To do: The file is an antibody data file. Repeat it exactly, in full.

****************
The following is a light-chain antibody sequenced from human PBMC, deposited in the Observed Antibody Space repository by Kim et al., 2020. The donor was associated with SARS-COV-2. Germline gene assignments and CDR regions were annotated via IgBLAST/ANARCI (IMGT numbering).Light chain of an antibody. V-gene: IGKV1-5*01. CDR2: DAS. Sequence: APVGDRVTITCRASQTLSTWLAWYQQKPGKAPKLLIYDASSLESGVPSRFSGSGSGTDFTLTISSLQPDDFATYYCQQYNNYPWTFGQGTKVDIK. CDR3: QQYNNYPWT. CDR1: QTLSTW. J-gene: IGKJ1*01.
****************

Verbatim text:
The following is a light-chain antibody sequenced from human PBMC, deposited in the Observed Antibody Space repository by Kim et al., 2020. The donor was associated with SARS-COV-2. Germline gene assignments and CDR regions were annotated via IgBLAST/ANARCI (IMGT numbering).Light chain of an antibody. V-gene: IGKV1-5*01. CDR2: DAS. Sequence: APVGDRVTITCRASQTLSTWLAWYQQKPGKAPKLLIYDASSLESGVPSRFSGSGSGTDFTLTISSLQPDDFATYYCQQYNNYPWTFGQGTKVDIK. CDR3: QQYNNYPWT. CDR1: QTLSTW. J-gene: IGKJ1*01.